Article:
There are a thousand of these types of examples. If you consciously talk to your kids on a daily basis in this way, they will learn to pay attention to weather, to dress appropriately and prepare for what is likely to happen.

Having a routine at home and a designated place for things also makes it easier for kids to be prepared. If you have kids who are elementary age or older, have them lay out their clothes and everything they will need for school the night before.

In our house, the rule is you have to take a jacket even if you don’t want to wear it because it’s better to have it and not need it then need it and not have it. When you notice changes in the weather, point them out to your child so they can get in the habit of noticing these things too.

If kids ask questions about your EDC items, tell them honestly what you carry and how it can help in everyday emergencies or bigger situations. Let them begin to “copy” your EDC items first with pretend tools when they are very young. Gradually transition them to actual functioning items but make sure they are age appropriate and you give your child proper instruction and practice.

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A flashlight or headlamp is a good item as long as the batteries are secure and can’t be swallowed accidentally. An emergency whistle, bandana, a paracord bracelet, etc. are all great items to start out with for kids.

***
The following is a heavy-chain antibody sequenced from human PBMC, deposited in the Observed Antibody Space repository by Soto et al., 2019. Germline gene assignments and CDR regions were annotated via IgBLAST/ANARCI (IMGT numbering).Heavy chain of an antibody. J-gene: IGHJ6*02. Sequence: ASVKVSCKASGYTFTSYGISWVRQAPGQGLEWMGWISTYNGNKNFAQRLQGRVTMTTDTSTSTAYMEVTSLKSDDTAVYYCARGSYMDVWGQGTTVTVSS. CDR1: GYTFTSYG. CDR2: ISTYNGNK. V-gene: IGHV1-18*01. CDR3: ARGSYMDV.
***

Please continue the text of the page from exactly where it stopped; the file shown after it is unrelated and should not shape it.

As they get older, consider items such as the Dragonfly Wooden Knife by Spyderco or Kuhn Rikon Kinderkitchen Dog Knife with Teeth which comes with a great guide on how to handle and use it.

Knives aren’t allowed in school of course but your kids can put together their own EDC for school which could be made up of items they will need throughout the day such as tissues, extra pencils, extra lunch money, etc.

Know Your Child

One of the most important factors in how to explain emergencies, disasters, and prepping to kids is to know your child. Every child is different. Some kids can handle hearing about a tornado in a nearby town whereas other kids will become anxious or overly worried or afraid that it will happen to them.

Find out what your child already knows about a specific type of disaster, emergency, or prepping skill before you start giving them information.

Letting your child tell you what they already know about a topic gives you an idea of where to start with your explanation and if you need to correct any inaccurate information they may have heard from friends, school, or television, etc.

An understanding of the cognitive development of children can give you an idea of what they might be ready to handle at different ages.

Generally, babies up to about two years of age are in the Sensorimotor stage and they learn best by using their senses and touching and playing with objects. Memory and imagination develop in the Preoperational stage from about age two through age seven years.

Children begin to realize past and future and understand things symbolically. Starting at about five years old kids should develop better attention, increased memory and problem-solving skills. They are able to work towards goals and make connections between one or more ideas.